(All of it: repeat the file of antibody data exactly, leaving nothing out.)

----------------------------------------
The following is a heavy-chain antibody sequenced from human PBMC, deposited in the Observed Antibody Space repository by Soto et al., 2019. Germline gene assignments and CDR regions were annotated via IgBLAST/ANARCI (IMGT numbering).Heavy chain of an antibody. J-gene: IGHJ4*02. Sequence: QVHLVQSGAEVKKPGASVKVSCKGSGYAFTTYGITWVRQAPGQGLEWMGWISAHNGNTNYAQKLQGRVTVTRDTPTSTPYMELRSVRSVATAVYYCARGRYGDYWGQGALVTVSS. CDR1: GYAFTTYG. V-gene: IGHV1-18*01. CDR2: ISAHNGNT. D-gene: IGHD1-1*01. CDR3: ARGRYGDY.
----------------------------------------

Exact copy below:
The following is a heavy-chain antibody sequenced from human PBMC, deposited in the Observed Antibody Space repository by Soto et al., 2019. Germline gene assignments and CDR regions were annotated via IgBLAST/ANARCI (IMGT numbering).Heavy chain of an antibody. J-gene: IGHJ4*02. Sequence: QVHLVQSGAEVKKPGASVKVSCKGSGYAFTTYGITWVRQAPGQGLEWMGWISAHNGNTNYAQKLQGRVTVTRDTPTSTPYMELRSVRSVATAVYYCARGRYGDYWGQGALVTVSS. CDR1: GYAFTTYG. V-gene: IGHV1-18*01. CDR2: ISAHNGNT. D-gene: IGHD1-1*01. CDR3: ARGRYGDY.